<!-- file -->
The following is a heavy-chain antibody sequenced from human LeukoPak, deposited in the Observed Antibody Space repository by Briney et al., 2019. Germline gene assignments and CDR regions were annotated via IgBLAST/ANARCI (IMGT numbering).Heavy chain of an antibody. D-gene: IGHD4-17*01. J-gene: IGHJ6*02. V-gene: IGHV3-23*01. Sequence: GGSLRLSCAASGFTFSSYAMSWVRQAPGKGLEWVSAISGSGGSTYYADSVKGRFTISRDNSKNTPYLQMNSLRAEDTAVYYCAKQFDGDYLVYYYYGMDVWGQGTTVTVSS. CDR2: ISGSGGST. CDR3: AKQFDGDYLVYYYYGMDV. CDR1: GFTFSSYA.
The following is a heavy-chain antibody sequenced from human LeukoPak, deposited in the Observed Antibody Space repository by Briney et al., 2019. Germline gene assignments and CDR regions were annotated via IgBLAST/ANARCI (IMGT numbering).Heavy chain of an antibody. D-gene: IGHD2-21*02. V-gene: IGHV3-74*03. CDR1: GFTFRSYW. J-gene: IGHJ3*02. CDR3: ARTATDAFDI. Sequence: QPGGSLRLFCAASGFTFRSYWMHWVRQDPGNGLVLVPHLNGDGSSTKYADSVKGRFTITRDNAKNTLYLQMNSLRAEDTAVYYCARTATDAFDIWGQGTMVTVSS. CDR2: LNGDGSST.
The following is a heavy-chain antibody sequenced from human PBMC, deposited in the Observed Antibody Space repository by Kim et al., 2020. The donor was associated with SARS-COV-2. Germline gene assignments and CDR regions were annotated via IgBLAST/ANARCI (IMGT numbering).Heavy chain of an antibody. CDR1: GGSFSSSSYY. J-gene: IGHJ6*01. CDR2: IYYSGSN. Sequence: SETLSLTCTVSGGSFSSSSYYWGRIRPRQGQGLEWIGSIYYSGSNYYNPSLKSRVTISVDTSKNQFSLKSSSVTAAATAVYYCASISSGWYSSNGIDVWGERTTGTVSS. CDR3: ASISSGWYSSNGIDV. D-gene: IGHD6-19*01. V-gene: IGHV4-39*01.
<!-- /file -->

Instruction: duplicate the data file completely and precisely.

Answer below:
The following is a heavy-chain antibody sequenced from human LeukoPak, deposited in the Observed Antibody Space repository by Briney et al., 2019. Germline gene assignments and CDR regions were annotated via IgBLAST/ANARCI (IMGT numbering).Heavy chain of an antibody. D-gene: IGHD4-17*01. J-gene: IGHJ6*02. V-gene: IGHV3-23*01. Sequence: GGSLRLSCAASGFTFSSYAMSWVRQAPGKGLEWVSAISGSGGSTYYADSVKGRFTISRDNSKNTPYLQMNSLRAEDTAVYYCAKQFDGDYLVYYYYGMDVWGQGTTVTVSS. CDR2: ISGSGGST. CDR3: AKQFDGDYLVYYYYGMDV. CDR1: GFTFSSYA.
The following is a heavy-chain antibody sequenced from human LeukoPak, deposited in the Observed Antibody Space repository by Briney et al., 2019. Germline gene assignments and CDR regions were annotated via IgBLAST/ANARCI (IMGT numbering).Heavy chain of an antibody. D-gene: IGHD2-21*02. V-gene: IGHV3-74*03. CDR1: GFTFRSYW. J-gene: IGHJ3*02. CDR3: ARTATDAFDI. Sequence: QPGGSLRLFCAASGFTFRSYWMHWVRQDPGNGLVLVPHLNGDGSSTKYADSVKGRFTITRDNAKNTLYLQMNSLRAEDTAVYYCARTATDAFDIWGQGTMVTVSS. CDR2: LNGDGSST.
The following is a heavy-chain antibody sequenced from human PBMC, deposited in the Observed Antibody Space repository by Kim et al., 2020. The donor was associated with SARS-COV-2. Germline gene assignments and CDR regions were annotated via IgBLAST/ANARCI (IMGT numbering).Heavy chain of an antibody. CDR1: GGSFSSSSYY. J-gene: IGHJ6*01. CDR2: IYYSGSN. Sequence: SETLSLTCTVSGGSFSSSSYYWGRIRPRQGQGLEWIGSIYYSGSNYYNPSLKSRVTISVDTSKNQFSLKSSSVTAAATAVYYCASISSGWYSSNGIDVWGERTTGTVSS. CDR3: ASISSGWYSSNGIDV. D-gene: IGHD6-19*01. V-gene: IGHV4-39*01.